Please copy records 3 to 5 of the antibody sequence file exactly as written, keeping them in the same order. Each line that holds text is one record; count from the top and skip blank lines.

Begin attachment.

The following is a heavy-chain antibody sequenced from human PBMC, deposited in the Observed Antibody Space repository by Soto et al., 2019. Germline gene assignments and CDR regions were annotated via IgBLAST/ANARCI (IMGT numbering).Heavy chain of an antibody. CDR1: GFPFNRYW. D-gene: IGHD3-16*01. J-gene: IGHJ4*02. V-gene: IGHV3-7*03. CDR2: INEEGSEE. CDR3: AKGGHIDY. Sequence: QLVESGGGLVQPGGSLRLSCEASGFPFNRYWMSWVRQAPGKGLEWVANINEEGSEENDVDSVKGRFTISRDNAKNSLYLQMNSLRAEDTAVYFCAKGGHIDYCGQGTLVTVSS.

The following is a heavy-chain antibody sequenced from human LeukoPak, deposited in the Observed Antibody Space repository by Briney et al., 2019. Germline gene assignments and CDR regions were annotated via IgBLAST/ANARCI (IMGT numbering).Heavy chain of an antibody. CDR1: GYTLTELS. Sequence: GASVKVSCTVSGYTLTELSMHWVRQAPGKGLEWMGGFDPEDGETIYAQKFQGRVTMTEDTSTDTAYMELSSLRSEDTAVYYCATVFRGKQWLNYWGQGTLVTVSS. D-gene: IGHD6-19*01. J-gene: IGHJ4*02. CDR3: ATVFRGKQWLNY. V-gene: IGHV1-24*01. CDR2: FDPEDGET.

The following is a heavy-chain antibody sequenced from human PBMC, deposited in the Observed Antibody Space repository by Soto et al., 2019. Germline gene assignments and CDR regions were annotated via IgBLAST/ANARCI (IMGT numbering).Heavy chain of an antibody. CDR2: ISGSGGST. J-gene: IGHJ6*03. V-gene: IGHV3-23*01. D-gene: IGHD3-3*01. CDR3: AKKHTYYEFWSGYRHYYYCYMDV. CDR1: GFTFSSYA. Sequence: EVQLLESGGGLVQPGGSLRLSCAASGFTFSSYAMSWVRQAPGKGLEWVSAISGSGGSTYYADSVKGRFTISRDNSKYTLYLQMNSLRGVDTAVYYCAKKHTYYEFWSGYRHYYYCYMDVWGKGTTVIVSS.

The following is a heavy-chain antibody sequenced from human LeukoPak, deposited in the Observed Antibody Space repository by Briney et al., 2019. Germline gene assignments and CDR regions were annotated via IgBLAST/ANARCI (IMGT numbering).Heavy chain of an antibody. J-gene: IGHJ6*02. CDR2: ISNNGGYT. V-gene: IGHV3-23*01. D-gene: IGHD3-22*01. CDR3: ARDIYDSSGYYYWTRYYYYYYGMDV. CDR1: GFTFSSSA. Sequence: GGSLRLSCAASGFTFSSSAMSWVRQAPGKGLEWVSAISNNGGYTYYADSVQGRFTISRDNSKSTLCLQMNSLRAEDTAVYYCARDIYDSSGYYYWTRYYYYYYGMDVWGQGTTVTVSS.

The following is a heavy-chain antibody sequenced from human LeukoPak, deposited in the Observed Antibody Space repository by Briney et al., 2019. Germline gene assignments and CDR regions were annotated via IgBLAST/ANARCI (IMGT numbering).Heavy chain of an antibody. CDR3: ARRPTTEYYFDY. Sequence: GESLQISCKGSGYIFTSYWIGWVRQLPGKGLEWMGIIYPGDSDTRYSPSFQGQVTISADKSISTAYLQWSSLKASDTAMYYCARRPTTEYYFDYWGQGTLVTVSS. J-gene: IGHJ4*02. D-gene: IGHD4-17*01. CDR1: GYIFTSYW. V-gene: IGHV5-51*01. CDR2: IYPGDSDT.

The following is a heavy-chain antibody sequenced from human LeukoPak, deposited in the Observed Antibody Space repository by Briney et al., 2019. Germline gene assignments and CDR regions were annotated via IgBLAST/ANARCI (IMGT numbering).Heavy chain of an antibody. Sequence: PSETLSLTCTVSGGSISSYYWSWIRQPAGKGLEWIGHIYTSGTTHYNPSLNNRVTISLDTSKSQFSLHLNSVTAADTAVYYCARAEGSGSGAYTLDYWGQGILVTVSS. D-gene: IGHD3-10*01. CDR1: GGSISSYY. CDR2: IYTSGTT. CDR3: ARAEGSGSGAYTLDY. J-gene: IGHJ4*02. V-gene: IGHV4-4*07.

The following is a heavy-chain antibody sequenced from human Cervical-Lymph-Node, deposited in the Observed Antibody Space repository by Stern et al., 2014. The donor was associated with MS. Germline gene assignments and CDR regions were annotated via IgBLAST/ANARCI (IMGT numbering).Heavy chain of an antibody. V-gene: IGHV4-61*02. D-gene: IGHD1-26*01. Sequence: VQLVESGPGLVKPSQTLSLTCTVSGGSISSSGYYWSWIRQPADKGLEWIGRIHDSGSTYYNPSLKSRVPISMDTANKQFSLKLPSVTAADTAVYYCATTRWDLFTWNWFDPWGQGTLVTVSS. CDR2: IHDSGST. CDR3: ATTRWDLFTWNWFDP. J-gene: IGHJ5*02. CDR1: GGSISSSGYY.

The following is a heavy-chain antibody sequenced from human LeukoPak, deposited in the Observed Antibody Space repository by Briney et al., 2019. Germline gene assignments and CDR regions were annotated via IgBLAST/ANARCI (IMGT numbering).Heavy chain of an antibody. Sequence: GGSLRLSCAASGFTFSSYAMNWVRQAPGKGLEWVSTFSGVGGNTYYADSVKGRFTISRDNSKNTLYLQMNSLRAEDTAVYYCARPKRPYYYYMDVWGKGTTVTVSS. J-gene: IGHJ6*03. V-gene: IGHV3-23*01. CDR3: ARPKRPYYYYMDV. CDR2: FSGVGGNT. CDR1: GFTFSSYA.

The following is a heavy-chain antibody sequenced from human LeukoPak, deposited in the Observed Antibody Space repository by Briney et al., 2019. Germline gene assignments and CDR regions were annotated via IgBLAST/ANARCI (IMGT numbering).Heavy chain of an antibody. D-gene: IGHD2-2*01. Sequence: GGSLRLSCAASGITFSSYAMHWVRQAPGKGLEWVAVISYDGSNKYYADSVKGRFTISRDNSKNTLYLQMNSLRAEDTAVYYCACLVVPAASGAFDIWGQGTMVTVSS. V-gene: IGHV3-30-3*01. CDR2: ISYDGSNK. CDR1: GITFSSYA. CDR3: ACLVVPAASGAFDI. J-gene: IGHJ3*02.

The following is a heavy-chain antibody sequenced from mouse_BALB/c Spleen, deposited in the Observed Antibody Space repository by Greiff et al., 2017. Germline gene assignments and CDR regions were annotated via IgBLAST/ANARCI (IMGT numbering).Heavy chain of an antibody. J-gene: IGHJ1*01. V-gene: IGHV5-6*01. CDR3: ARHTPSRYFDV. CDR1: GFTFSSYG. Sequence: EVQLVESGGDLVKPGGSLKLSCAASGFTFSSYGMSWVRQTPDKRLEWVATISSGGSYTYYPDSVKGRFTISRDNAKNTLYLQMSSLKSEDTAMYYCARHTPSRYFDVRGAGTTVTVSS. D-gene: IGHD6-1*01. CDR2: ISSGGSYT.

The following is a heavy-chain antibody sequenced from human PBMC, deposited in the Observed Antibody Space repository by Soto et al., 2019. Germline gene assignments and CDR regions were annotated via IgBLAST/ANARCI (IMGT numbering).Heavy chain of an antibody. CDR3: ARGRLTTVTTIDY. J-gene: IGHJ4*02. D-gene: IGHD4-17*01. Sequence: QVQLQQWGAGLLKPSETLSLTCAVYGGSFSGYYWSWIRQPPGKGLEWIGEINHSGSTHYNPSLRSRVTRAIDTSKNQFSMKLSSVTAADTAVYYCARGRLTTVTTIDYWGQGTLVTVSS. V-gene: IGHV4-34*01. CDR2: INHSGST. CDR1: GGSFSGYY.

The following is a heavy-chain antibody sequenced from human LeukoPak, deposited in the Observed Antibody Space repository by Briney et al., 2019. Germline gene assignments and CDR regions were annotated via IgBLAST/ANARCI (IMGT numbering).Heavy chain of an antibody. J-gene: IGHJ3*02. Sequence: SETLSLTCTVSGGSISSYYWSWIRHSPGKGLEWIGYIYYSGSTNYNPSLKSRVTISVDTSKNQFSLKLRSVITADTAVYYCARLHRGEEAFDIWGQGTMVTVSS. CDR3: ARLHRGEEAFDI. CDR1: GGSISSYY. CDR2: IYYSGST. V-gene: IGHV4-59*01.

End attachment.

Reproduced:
The following is a heavy-chain antibody sequenced from human PBMC, deposited in the Observed Antibody Space repository by Soto et al., 2019. Germline gene assignments and CDR regions were annotated via IgBLAST/ANARCI (IMGT numbering).Heavy chain of an antibody. CDR2: ISGSGGST. J-gene: IGHJ6*03. V-gene: IGHV3-23*01. D-gene: IGHD3-3*01. CDR3: AKKHTYYEFWSGYRHYYYCYMDV. CDR1: GFTFSSYA. Sequence: EVQLLESGGGLVQPGGSLRLSCAASGFTFSSYAMSWVRQAPGKGLEWVSAISGSGGSTYYADSVKGRFTISRDNSKYTLYLQMNSLRGVDTAVYYCAKKHTYYEFWSGYRHYYYCYMDVWGKGTTVIVSS.

The following is a heavy-chain antibody sequenced from human LeukoPak, deposited in the Observed Antibody Space repository by Briney et al., 2019. Germline gene assignments and CDR regions were annotated via IgBLAST/ANARCI (IMGT numbering).Heavy chain of an antibody. J-gene: IGHJ6*02. CDR2: ISNNGGYT. V-gene: IGHV3-23*01. D-gene: IGHD3-22*01. CDR3: ARDIYDSSGYYYWTRYYYYYYGMDV. CDR1: GFTFSSSA. Sequence: GGSLRLSCAASGFTFSSSAMSWVRQAPGKGLEWVSAISNNGGYTYYADSVQGRFTISRDNSKSTLCLQMNSLRAEDTAVYYCARDIYDSSGYYYWTRYYYYYYGMDVWGQGTTVTVSS.

The following is a heavy-chain antibody sequenced from human LeukoPak, deposited in the Observed Antibody Space repository by Briney et al., 2019. Germline gene assignments and CDR regions were annotated via IgBLAST/ANARCI (IMGT numbering).Heavy chain of an antibody. CDR3: ARRPTTEYYFDY. Sequence: GESLQISCKGSGYIFTSYWIGWVRQLPGKGLEWMGIIYPGDSDTRYSPSFQGQVTISADKSISTAYLQWSSLKASDTAMYYCARRPTTEYYFDYWGQGTLVTVSS. J-gene: IGHJ4*02. D-gene: IGHD4-17*01. CDR1: GYIFTSYW. V-gene: IGHV5-51*01. CDR2: IYPGDSDT.